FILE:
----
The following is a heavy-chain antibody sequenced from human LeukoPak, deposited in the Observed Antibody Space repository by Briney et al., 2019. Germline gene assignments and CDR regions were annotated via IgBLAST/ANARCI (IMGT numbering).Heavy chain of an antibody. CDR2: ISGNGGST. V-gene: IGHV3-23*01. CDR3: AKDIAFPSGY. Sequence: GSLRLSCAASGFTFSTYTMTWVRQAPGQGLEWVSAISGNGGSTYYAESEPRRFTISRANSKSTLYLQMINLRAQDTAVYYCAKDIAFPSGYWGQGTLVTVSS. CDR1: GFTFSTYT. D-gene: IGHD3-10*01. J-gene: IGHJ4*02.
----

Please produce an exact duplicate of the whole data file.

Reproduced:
The following is a heavy-chain antibody sequenced from human LeukoPak, deposited in the Observed Antibody Space repository by Briney et al., 2019. Germline gene assignments and CDR regions were annotated via IgBLAST/ANARCI (IMGT numbering).Heavy chain of an antibody. CDR2: ISGNGGST. V-gene: IGHV3-23*01. CDR3: AKDIAFPSGY. Sequence: GSLRLSCAASGFTFSTYTMTWVRQAPGQGLEWVSAISGNGGSTYYAESEPRRFTISRANSKSTLYLQMINLRAQDTAVYYCAKDIAFPSGYWGQGTLVTVSS. CDR1: GFTFSTYT. D-gene: IGHD3-10*01. J-gene: IGHJ4*02.